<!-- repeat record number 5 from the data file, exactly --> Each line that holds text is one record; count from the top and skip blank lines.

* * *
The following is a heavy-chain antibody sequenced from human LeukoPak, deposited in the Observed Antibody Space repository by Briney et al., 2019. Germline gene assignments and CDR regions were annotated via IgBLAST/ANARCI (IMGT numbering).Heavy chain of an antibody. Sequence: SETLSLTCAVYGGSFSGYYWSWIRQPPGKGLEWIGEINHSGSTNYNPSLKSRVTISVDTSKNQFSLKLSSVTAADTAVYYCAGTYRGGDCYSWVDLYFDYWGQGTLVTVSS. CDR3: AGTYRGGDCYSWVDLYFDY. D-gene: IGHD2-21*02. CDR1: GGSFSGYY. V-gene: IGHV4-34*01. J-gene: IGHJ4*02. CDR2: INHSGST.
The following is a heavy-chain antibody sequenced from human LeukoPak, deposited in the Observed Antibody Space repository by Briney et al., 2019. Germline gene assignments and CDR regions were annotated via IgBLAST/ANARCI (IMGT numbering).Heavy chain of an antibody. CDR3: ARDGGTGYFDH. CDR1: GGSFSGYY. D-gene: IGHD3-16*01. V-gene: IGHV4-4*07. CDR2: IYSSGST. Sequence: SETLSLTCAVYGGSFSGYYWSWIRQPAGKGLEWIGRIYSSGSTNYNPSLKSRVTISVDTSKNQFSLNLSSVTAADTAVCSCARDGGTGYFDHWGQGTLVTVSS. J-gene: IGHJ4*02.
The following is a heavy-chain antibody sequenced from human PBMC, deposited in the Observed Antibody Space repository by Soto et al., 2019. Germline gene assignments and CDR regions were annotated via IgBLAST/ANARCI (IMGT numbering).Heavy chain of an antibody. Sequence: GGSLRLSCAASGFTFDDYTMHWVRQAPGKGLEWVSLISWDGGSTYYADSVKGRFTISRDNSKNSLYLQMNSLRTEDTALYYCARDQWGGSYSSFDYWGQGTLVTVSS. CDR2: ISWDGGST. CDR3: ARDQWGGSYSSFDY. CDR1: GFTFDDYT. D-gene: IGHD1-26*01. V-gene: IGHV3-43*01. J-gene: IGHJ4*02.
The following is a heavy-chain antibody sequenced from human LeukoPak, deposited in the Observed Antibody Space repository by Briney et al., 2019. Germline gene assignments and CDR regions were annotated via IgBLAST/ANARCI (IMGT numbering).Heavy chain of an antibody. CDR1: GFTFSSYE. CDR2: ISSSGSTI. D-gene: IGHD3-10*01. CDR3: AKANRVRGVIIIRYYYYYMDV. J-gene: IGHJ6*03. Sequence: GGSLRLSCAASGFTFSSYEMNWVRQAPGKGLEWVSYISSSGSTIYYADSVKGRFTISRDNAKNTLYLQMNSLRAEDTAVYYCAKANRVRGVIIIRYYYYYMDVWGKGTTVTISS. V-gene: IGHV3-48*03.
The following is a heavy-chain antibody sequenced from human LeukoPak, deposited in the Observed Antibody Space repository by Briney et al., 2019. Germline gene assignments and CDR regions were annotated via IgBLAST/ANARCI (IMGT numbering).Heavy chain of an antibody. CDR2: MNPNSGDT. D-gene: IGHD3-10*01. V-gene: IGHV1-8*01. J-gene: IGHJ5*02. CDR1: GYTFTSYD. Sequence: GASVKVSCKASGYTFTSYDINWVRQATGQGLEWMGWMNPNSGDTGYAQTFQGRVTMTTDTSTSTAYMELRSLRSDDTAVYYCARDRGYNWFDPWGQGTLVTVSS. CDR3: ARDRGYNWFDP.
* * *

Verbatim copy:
The following is a heavy-chain antibody sequenced from human LeukoPak, deposited in the Observed Antibody Space repository by Briney et al., 2019. Germline gene assignments and CDR regions were annotated via IgBLAST/ANARCI (IMGT numbering).Heavy chain of an antibody. CDR2: MNPNSGDT. D-gene: IGHD3-10*01. V-gene: IGHV1-8*01. J-gene: IGHJ5*02. CDR1: GYTFTSYD. Sequence: GASVKVSCKASGYTFTSYDINWVRQATGQGLEWMGWMNPNSGDTGYAQTFQGRVTMTTDTSTSTAYMELRSLRSDDTAVYYCARDRGYNWFDPWGQGTLVTVSS. CDR3: ARDRGYNWFDP.